PHOENIX -- Every fan seems to have an easy answer for the Brewers' vacancy at first base. Some say they should move Logan Schafer in from the outfield. Some want Cactus League Most Valuable Player candidate Khris Davis. Most believe first base is easy and anyone should be able to play it.
Well, Alex Gonzalez has a response:
"It's not easy," he said.
Gonzalez is one of baseball's greatest defensive players, a career shortstop who is trying his hand at first base this spring, while Corey Hart works back from right knee surgery. At the moment, Gonzalez is far and away the Brewers' most likely internal solution, perhaps in a righty-lefty platoon with Taylor Green.
Gonzalez says the key to learning a new position is to relax and have fun. So, is he having fun?
"After as many years playing shortstop, going to first, it's kind of..." he said, trailing off into a long pause.
Gonzalez thought about it for a moment.
"I don't know what I want to say," he said. "It's not real fun to play first for me. I've tried to make adjustments, be relaxed at first and let the thing happen."
It makes sense for Gonzalez to accept the move, however hesitantly, because it is his clearest way into the lineup. The Brewers remain committed to 22-year-old Jean Segura at shortstop, the only position Gonzalez has played in his 1,559 regular season Major League games.
"The time comes where I will feel comfortable there," Gonzalez said. "But right now, I'm learning how to play, all the kind of stuff [you need to know] to play first. ... I go out there every day and try to 'get it.'"
Manager Ron Roenicke knows well the challenges associated with such a move. He was a natural outfielder who played first base 81 times in the Minor Leagues and eight times in the Majors.
"Just knowing where to be when balls are hit," Roenicke said of those challenges. "Ground balls, that's easy. Picking balls out of the dirt, that's easy. And when I say that, I mean you either have good hands or you don't. For Alex, with his hands, that part's easy for him.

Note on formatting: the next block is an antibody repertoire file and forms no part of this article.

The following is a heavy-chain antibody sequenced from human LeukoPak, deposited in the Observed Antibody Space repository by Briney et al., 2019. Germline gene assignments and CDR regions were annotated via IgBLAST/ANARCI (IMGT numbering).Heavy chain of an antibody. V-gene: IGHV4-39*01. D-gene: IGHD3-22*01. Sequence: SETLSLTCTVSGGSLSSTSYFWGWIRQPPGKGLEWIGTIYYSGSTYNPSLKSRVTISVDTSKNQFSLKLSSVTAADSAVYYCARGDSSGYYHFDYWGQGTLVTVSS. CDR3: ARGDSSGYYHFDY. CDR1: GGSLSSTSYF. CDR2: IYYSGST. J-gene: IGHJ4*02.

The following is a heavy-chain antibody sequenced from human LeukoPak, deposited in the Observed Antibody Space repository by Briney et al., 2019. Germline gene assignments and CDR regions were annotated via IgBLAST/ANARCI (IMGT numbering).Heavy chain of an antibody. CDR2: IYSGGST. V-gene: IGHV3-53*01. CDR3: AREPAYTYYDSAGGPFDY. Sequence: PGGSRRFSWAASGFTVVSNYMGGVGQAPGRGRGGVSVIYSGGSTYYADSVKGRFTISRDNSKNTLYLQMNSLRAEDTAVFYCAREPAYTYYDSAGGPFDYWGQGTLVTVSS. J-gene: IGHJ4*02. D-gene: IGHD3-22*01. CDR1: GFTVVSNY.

"But it's the positioning. Say there's a guy on second base, and you're in a position where you're deep and there's a base hit to center field, and you have to fly in there and be a cutoff man. Or you're holding a runner on, and a ball is hit toward the second baseman -- do I come and get that ball, or is he going to get it, and I have to get back to the bag? Those take a while in games played to get comfortable where you are.
"That continues to get better as you play. What doesn't get better is, you either have the instincts or you don't. Alex has really good instincts."
Said Gonzalez: "I'm getting close. It's not easy, but with more time, it's more comfortable."
Hart gets good news from MRI
PHOENIX -- Brewers first baseman Corey Hart was cleared to begin intensifying his rehabilitation from right knee surgery after an MRI scan on Friday showed sufficient healing in the joint.
Hart has proven a quick healer in the past, but manager Ron Roenicke said the club would continue to operate under the original four-month timetable for Hart's return, a path that would put him back in the Brewers' lineup in late May.
"If he heals faster, great," Roenicke said.
Hart had surgery on Jan. 25 to repair torn cartilage and address an imperfection in his knee joint, a process in which the surgeon induced bleeding to promote bone healing. Friday's MRI scan was intended to examine whether a depression in Hart's knee had filled in.
Even with this bit of good news, Hart is still some weeks away from baseball activity.
"They liked what they saw. Corey is off crutches and can drive again, so he's a happy camper," Roenicke said.
Roenicke also received a positive report Friday about the team's other injured first baseman, Mat Gamel, who underwent successful surgery earlier in the day for a torn ACL. Gamel had a similar procedure last May and missed the final five months of the season; he'll miss all of 2013.
Escobar thinks he'll be ready to play this season
PHOENIX -- Veteran right-hander Kelvim Escobar has essentially hit the reset button on his comeback bid, but he said this week's setback will not scuttle his chance to win a job in the Brewers' bullpen.
Escobar said he felt fine in a bullpen session on Thursday, four days after he had to exit an outing against the Cubs with weakness in his right hand. Doctors told him the problem was related to a nerve that runs down his arm, and can be overcome with time and treatment.
"I'm pretty much ready, because I was pitching in Venezuela," he said. "And we still have three weeks left in Spring Training. That's enough to show them there is something left for me."
Escobar's 2/3-inning stint against the Cubs was his first official Spring Training appearance since 2009. He has not pitched in a Major League game since June 6 of that year because of ongoing shoulder injuries.
Manager Ron Roenicke said Escobar's next step was to be determined.